Another point of health:education intersection is demonstrated by the manner in which young people in particular have been affected by COVID. With record rates of mental health and other health-related issues reported in a number of vulnerable populations, the pandemic is destined to have long term effects beyond our immediate view. The increase in youth disconnection during the pandemic is cause for concern with post-secondary education enrollment impacted most significantly in community colleges – which traditionally serve under-represented minorities and low-income students.
The already fragile bridge from high school to college was further impacted by the economic, social, and psychological impact of the pandemic. And this has impacted the workplace as well, where similar increases in disconnection have been noted for young adults, leaving them out of work, out of school, and more prone to even greater detachment.
Some of this disconnectedness is related to the slow progress we have collectively made towards digital inclusion – the ability for people to be able to access, adopt, sustainably use, and receive value from engagement with digital tools. Broadband access is increasingly being recognized as an essential utility and a social determinant of health, and this is for good reason. With so many social, financial, educational, and communication needs met by digital services, the pursuit and maintenance of health is significantly impacted by access to the digital economy and the digital tools needed to engage in it. And the ability to access resources, everything from food and education to medication, disease management, and time with a provider, all rides (or soon will) on access to perpetually affordable, and meaningful bandwidth broadband connectivity alongside up-to-date hardware. This is where the social determinants impacting health can be addressed, improving health outcomes, creating greater readiness to learn and the closure of a feedback loop with ever-diminishing barriers to access and the eventual achievement of health equity.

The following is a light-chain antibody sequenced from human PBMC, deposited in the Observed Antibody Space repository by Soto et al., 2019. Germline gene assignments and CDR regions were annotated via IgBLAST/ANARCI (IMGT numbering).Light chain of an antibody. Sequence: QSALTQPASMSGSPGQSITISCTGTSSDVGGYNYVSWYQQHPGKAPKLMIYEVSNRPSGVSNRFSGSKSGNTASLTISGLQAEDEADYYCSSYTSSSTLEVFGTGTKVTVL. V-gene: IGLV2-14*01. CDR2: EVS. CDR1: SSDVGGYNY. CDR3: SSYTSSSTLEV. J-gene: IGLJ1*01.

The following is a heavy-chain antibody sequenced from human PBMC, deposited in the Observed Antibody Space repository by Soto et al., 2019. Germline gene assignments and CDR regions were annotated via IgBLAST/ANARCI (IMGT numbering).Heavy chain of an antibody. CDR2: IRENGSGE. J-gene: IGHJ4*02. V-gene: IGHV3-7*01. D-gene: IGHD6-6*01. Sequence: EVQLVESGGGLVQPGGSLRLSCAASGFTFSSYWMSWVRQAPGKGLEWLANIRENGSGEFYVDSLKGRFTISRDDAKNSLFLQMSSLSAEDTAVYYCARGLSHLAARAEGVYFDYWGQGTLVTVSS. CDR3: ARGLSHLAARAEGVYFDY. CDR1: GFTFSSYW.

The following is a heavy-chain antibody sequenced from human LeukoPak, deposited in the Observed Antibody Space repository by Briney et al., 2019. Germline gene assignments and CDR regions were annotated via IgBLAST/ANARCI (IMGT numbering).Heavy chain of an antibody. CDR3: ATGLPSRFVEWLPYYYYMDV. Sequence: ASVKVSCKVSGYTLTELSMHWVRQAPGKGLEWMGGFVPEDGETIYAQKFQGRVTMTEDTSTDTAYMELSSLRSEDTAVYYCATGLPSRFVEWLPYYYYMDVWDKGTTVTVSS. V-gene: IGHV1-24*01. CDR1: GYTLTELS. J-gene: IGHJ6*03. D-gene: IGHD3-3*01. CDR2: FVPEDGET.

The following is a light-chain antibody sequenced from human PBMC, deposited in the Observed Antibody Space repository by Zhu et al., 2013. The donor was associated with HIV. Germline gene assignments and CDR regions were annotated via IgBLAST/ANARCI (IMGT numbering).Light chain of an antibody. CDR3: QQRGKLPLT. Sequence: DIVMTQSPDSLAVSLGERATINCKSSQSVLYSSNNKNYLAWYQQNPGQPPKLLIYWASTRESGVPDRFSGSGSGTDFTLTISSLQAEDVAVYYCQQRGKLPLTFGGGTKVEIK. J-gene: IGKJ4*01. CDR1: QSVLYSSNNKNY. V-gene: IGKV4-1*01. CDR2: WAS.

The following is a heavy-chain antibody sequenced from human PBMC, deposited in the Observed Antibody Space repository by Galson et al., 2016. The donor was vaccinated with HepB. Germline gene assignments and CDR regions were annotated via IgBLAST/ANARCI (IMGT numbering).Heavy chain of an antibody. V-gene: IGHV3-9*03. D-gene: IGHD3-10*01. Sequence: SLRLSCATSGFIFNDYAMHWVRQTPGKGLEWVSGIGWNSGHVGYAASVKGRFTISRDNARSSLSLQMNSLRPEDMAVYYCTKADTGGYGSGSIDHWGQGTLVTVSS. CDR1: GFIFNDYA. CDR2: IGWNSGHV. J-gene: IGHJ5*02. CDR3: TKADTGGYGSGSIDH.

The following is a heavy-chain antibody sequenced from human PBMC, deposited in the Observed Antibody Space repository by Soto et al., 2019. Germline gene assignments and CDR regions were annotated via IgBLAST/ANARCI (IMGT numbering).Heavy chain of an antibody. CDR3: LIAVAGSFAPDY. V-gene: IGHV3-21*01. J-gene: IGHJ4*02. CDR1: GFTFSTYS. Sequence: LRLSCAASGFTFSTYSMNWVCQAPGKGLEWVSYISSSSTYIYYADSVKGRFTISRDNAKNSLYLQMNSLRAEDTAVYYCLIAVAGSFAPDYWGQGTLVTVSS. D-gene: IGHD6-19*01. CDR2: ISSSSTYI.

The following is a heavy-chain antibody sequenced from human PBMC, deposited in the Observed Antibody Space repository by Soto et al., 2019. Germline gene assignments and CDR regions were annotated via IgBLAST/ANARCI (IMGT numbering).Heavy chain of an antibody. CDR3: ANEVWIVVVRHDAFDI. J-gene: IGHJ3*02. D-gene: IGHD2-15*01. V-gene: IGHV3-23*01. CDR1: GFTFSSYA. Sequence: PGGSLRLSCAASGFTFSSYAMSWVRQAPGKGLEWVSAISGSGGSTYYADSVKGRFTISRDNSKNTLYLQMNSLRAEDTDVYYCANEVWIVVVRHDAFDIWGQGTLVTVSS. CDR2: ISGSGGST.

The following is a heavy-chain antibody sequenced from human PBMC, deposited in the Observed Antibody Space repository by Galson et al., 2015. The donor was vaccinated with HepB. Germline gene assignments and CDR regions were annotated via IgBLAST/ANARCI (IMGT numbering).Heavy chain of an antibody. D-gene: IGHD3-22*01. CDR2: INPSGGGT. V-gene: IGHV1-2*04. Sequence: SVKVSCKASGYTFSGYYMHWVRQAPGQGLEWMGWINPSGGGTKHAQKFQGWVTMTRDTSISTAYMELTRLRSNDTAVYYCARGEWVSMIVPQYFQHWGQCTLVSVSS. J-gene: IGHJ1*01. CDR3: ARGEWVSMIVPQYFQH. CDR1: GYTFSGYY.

Income and race-related disparities in health outcomes correlate with the lack of digital access, and while government programs established to address this have been launched, the awareness and adoption of these programs is relatively limited. Many potential institutional partners speak to their expectation that underserved populations participate in government-sponsored programs, but we have seen little appetite for piloting scalable local broadband access solutions that might support the future adoption of government sponsored programs. Because of the multi-sector impact of improved broadband access, no one sector should be responsible for infrastructure investments in this area. Cross-sector coalitions aligned on the value of improved health and educational outcomes should be formed alongside government agencies, i.e. health, education, housing, and employment services to drive improvements in health and consequently education, to catalyze all the downstream benefits that follow.